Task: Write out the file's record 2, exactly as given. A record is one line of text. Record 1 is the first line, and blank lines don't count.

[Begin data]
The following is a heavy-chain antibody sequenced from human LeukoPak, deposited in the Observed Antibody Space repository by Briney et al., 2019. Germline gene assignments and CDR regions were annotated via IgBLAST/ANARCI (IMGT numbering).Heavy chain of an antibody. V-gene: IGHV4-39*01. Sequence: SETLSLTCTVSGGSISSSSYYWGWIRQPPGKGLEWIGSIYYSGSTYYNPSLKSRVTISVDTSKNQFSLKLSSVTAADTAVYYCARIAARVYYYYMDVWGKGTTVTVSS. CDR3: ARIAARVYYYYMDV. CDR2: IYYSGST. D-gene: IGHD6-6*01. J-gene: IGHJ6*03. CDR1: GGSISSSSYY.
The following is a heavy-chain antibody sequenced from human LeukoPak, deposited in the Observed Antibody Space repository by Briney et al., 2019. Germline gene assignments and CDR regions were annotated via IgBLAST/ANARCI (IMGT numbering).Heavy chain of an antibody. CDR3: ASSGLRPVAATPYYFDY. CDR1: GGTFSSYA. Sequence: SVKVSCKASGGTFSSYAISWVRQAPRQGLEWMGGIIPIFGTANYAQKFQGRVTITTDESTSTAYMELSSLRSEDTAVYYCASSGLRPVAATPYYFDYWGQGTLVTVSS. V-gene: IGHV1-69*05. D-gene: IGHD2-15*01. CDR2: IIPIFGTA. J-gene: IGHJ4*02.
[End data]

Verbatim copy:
The following is a heavy-chain antibody sequenced from human LeukoPak, deposited in the Observed Antibody Space repository by Briney et al., 2019. Germline gene assignments and CDR regions were annotated via IgBLAST/ANARCI (IMGT numbering).Heavy chain of an antibody. CDR3: ASSGLRPVAATPYYFDY. CDR1: GGTFSSYA. Sequence: SVKVSCKASGGTFSSYAISWVRQAPRQGLEWMGGIIPIFGTANYAQKFQGRVTITTDESTSTAYMELSSLRSEDTAVYYCASSGLRPVAATPYYFDYWGQGTLVTVSS. V-gene: IGHV1-69*05. D-gene: IGHD2-15*01. CDR2: IIPIFGTA. J-gene: IGHJ4*02.